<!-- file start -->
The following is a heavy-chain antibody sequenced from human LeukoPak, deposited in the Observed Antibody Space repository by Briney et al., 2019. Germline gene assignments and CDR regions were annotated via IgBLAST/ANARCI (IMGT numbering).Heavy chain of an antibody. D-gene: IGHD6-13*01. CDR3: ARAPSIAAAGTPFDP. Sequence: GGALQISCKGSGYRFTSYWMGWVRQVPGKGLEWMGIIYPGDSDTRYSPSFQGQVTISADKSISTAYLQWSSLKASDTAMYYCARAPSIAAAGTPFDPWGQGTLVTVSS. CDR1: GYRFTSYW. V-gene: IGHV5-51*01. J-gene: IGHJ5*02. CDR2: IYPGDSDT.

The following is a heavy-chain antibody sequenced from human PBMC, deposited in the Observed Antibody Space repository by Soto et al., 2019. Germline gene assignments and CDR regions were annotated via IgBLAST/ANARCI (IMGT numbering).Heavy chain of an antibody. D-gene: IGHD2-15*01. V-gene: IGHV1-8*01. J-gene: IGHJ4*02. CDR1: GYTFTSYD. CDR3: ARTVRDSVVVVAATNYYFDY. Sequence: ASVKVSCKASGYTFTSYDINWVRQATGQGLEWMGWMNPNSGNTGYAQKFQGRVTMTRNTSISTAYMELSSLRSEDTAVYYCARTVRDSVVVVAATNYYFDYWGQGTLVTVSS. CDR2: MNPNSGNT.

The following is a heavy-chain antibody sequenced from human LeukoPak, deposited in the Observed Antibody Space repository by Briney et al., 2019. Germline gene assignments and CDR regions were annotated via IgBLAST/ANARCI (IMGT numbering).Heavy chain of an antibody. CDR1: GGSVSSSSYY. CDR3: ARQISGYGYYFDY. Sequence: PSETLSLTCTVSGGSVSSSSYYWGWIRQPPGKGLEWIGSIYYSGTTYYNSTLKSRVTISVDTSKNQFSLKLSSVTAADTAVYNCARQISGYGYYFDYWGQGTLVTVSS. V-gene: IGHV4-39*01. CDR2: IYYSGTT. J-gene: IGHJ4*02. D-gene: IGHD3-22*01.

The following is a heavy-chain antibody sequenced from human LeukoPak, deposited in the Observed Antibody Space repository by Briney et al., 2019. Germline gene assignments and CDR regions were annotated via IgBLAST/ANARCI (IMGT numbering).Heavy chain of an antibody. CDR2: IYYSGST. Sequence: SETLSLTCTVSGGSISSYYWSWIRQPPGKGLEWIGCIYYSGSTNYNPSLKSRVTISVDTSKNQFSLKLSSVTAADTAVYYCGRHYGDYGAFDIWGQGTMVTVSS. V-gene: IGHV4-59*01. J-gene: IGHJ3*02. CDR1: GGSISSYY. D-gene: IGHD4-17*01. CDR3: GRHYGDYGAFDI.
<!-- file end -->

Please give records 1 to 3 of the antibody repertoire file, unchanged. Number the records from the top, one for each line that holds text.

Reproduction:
The following is a heavy-chain antibody sequenced from human LeukoPak, deposited in the Observed Antibody Space repository by Briney et al., 2019. Germline gene assignments and CDR regions were annotated via IgBLAST/ANARCI (IMGT numbering).Heavy chain of an antibody. D-gene: IGHD6-13*01. CDR3: ARAPSIAAAGTPFDP. Sequence: GGALQISCKGSGYRFTSYWMGWVRQVPGKGLEWMGIIYPGDSDTRYSPSFQGQVTISADKSISTAYLQWSSLKASDTAMYYCARAPSIAAAGTPFDPWGQGTLVTVSS. CDR1: GYRFTSYW. V-gene: IGHV5-51*01. J-gene: IGHJ5*02. CDR2: IYPGDSDT.

The following is a heavy-chain antibody sequenced from human PBMC, deposited in the Observed Antibody Space repository by Soto et al., 2019. Germline gene assignments and CDR regions were annotated via IgBLAST/ANARCI (IMGT numbering).Heavy chain of an antibody. D-gene: IGHD2-15*01. V-gene: IGHV1-8*01. J-gene: IGHJ4*02. CDR1: GYTFTSYD. CDR3: ARTVRDSVVVVAATNYYFDY. Sequence: ASVKVSCKASGYTFTSYDINWVRQATGQGLEWMGWMNPNSGNTGYAQKFQGRVTMTRNTSISTAYMELSSLRSEDTAVYYCARTVRDSVVVVAATNYYFDYWGQGTLVTVSS. CDR2: MNPNSGNT.

The following is a heavy-chain antibody sequenced from human LeukoPak, deposited in the Observed Antibody Space repository by Briney et al., 2019. Germline gene assignments and CDR regions were annotated via IgBLAST/ANARCI (IMGT numbering).Heavy chain of an antibody. CDR1: GGSVSSSSYY. CDR3: ARQISGYGYYFDY. Sequence: PSETLSLTCTVSGGSVSSSSYYWGWIRQPPGKGLEWIGSIYYSGTTYYNSTLKSRVTISVDTSKNQFSLKLSSVTAADTAVYNCARQISGYGYYFDYWGQGTLVTVSS. V-gene: IGHV4-39*01. CDR2: IYYSGTT. J-gene: IGHJ4*02. D-gene: IGHD3-22*01.